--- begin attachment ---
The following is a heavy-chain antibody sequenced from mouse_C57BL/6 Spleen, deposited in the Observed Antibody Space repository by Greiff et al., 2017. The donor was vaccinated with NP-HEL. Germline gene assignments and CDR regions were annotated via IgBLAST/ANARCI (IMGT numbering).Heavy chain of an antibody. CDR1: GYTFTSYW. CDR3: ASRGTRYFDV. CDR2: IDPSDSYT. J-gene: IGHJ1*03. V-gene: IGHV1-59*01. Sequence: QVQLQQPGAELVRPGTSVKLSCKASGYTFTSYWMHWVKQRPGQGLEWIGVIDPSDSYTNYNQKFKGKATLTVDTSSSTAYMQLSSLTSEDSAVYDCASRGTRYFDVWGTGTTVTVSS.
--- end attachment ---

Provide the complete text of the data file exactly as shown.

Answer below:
The following is a heavy-chain antibody sequenced from mouse_C57BL/6 Spleen, deposited in the Observed Antibody Space repository by Greiff et al., 2017. The donor was vaccinated with NP-HEL. Germline gene assignments and CDR regions were annotated via IgBLAST/ANARCI (IMGT numbering).Heavy chain of an antibody. CDR1: GYTFTSYW. CDR3: ASRGTRYFDV. CDR2: IDPSDSYT. J-gene: IGHJ1*03. V-gene: IGHV1-59*01. Sequence: QVQLQQPGAELVRPGTSVKLSCKASGYTFTSYWMHWVKQRPGQGLEWIGVIDPSDSYTNYNQKFKGKATLTVDTSSSTAYMQLSSLTSEDSAVYDCASRGTRYFDVWGTGTTVTVSS.